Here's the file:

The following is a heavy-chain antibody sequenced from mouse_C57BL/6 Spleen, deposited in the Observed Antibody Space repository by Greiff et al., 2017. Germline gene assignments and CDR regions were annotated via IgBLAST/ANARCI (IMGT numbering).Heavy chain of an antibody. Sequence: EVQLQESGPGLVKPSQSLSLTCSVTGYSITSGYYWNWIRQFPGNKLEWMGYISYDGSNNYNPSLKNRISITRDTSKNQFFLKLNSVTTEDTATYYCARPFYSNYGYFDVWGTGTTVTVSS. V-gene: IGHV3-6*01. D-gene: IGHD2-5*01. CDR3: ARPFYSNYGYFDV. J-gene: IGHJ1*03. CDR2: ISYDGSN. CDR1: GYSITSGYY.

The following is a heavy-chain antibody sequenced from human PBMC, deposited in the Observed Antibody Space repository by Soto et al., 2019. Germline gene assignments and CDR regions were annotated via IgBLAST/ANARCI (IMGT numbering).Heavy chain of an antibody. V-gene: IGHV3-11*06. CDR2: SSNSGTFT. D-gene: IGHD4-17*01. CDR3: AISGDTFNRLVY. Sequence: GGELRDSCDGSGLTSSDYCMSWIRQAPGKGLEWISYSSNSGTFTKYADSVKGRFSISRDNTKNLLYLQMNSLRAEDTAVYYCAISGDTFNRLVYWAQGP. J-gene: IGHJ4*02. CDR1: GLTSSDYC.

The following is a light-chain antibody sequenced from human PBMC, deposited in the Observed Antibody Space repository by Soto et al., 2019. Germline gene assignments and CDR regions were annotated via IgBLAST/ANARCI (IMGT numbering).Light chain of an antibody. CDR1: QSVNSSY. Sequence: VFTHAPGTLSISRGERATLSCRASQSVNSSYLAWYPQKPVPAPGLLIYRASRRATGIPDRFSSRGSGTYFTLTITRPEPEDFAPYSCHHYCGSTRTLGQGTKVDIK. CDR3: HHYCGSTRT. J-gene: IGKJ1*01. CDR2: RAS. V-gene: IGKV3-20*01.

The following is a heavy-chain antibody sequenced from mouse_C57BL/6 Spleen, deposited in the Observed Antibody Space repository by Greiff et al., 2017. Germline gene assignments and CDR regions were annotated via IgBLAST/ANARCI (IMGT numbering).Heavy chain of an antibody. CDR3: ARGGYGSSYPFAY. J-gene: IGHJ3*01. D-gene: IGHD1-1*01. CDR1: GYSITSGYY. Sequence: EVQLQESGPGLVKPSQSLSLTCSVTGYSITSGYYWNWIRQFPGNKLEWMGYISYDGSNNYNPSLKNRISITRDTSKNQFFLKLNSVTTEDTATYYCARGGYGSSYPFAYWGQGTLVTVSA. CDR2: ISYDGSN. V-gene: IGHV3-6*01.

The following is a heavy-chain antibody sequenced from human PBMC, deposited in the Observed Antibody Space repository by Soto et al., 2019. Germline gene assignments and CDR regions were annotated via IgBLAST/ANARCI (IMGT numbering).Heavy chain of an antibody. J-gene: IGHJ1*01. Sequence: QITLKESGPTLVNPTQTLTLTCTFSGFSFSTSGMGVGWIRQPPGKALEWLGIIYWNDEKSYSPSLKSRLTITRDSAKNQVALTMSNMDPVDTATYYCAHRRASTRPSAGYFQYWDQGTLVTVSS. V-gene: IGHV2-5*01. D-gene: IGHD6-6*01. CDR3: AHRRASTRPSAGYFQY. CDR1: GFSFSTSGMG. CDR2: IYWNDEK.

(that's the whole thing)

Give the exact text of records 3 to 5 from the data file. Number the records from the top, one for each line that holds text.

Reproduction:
The following is a light-chain antibody sequenced from human PBMC, deposited in the Observed Antibody Space repository by Soto et al., 2019. Germline gene assignments and CDR regions were annotated via IgBLAST/ANARCI (IMGT numbering).Light chain of an antibody. CDR1: QSVNSSY. Sequence: VFTHAPGTLSISRGERATLSCRASQSVNSSYLAWYPQKPVPAPGLLIYRASRRATGIPDRFSSRGSGTYFTLTITRPEPEDFAPYSCHHYCGSTRTLGQGTKVDIK. CDR3: HHYCGSTRT. J-gene: IGKJ1*01. CDR2: RAS. V-gene: IGKV3-20*01.

The following is a heavy-chain antibody sequenced from mouse_C57BL/6 Spleen, deposited in the Observed Antibody Space repository by Greiff et al., 2017. Germline gene assignments and CDR regions were annotated via IgBLAST/ANARCI (IMGT numbering).Heavy chain of an antibody. CDR3: ARGGYGSSYPFAY. J-gene: IGHJ3*01. D-gene: IGHD1-1*01. CDR1: GYSITSGYY. Sequence: EVQLQESGPGLVKPSQSLSLTCSVTGYSITSGYYWNWIRQFPGNKLEWMGYISYDGSNNYNPSLKNRISITRDTSKNQFFLKLNSVTTEDTATYYCARGGYGSSYPFAYWGQGTLVTVSA. CDR2: ISYDGSN. V-gene: IGHV3-6*01.

The following is a heavy-chain antibody sequenced from human PBMC, deposited in the Observed Antibody Space repository by Soto et al., 2019. Germline gene assignments and CDR regions were annotated via IgBLAST/ANARCI (IMGT numbering).Heavy chain of an antibody. J-gene: IGHJ1*01. Sequence: QITLKESGPTLVNPTQTLTLTCTFSGFSFSTSGMGVGWIRQPPGKALEWLGIIYWNDEKSYSPSLKSRLTITRDSAKNQVALTMSNMDPVDTATYYCAHRRASTRPSAGYFQYWDQGTLVTVSS. V-gene: IGHV2-5*01. D-gene: IGHD6-6*01. CDR3: AHRRASTRPSAGYFQY. CDR1: GFSFSTSGMG. CDR2: IYWNDEK.